Psychologists the world over say vacation is important because, “The brain needs a break,” but it's surprising how few advisors give their minds a true rest during their time off.
It's my experience that those who have built strong financial advisory practices are the most comfortable with taking real vacations — those that don't feature regular phone calls to the office and marathon email-checking sessions.
Of course, being cut off from stress involves much more than simply taking a vacation. This point was driven home to me recently during two high-net-worth coaching sessions. In both sessions, the advisors had recently returned from a week of vacation, but each had a dramatically different story to tell.
Houses on Rock, Houses on Sand
The first advisor, who we'll call John, is well on his way to building a successful 21st century financial practice. He understands that setting goals is but a first step toward achievement, and he places a high priority to planning each week around the fixed daily activities that are connected to his goals.
As he approaches each day, John subordinates his personal life to completing those activities — typically face-to-face meetings with high-net-worth clients or prospects. As vacation time approached, John did what he normally does: He made certain everything would be covered by his partner and assistant while he was gone. He then scheduled two to three appointments a day for the three weeks following his vacation, beginning with the second day after he returned.
Phil, on the other hand isn't as far along in his practice building. He still wrestles with “losing his freedom” to his processes. He sets goals, but likes to keep his options open just in case “unforeseen opportunities” come his way. Phil is pretty good at “winging it.”
As his vacation time approached, Phil was eager to get away. The stress was getting to him, and he needed a break. However, he had a new assistant and wasn't confident he could assign her anything major while he was gone. She was instructed to call him if she had any questions. (Phil, by the way, has had trouble keeping assistants.) Right up to 5:30 p.m. the day before his vacation, Phil was still wondering whether or not he should take the time off.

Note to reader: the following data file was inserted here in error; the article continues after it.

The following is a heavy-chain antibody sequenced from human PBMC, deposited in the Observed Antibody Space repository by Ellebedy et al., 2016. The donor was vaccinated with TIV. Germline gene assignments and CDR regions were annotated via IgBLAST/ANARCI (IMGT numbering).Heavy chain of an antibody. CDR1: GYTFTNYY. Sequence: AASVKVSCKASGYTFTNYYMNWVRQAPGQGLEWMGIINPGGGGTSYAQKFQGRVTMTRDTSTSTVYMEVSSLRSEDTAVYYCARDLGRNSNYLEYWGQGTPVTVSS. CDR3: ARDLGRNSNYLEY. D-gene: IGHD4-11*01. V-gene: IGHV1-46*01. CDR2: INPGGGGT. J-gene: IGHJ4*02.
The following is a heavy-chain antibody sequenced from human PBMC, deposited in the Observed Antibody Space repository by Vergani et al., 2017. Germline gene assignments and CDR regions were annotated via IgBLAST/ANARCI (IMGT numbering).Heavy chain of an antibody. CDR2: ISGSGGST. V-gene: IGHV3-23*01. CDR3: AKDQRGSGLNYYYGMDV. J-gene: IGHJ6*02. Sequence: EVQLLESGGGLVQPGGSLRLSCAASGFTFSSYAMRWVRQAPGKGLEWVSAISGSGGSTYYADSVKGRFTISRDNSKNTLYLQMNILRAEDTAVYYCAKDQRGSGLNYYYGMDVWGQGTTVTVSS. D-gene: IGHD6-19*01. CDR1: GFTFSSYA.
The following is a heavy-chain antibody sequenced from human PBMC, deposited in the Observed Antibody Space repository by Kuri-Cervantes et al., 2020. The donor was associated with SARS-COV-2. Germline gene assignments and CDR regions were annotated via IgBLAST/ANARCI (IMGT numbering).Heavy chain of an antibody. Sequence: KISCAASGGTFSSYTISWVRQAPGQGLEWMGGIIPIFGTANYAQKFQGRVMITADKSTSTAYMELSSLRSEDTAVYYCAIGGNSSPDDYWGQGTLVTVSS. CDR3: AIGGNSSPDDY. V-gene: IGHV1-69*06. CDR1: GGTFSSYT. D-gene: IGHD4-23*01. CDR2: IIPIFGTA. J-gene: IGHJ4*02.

The first thing I asked both John and Phil after they returned was, “How was your vacation?”
John told me all about his trip — what he and his family did, all the usual mishaps and how much fun they had. He talked about how energized he was, not simply from the vacation, but also because his business had been well cared for. After a day to get into the flow of things, he was able to jump right back in with a full schedule of appointments with clients and prospects.
Phil told me nothing about his vacation. Instead he complained about the frantic phone calls from his assistant, things that didn't get done and how his vacation has him buried. Of course, now he “doesn't have time” for any prospecting activities.
John had been able to cut himself off from stress, not only by making certain everything was covered while he was gone, but also because he had the right fixed daily activities in place to make sure he would not miss a beat when he returned. Phil, on the other hand, carried his job stress right on through his vacation.
Going on vacation is a change in our daily routine. For that period of time, our relationship with what we do, where we do it and whom we do it with changes. This creates stress, and it can only be a positive influence if we can truly “get away.”
It is crucial that we take steps to insure the continuity of business development efforts, client review meetings and the resumption of normal activities following our vacation. John did that; Phil did not.
Guess which one is in a serious growth mode?
Matt Oechsli is author of Building a Successful 21st Century Financial Practice: Attracting, Servicing & Retaining Affluent Clients.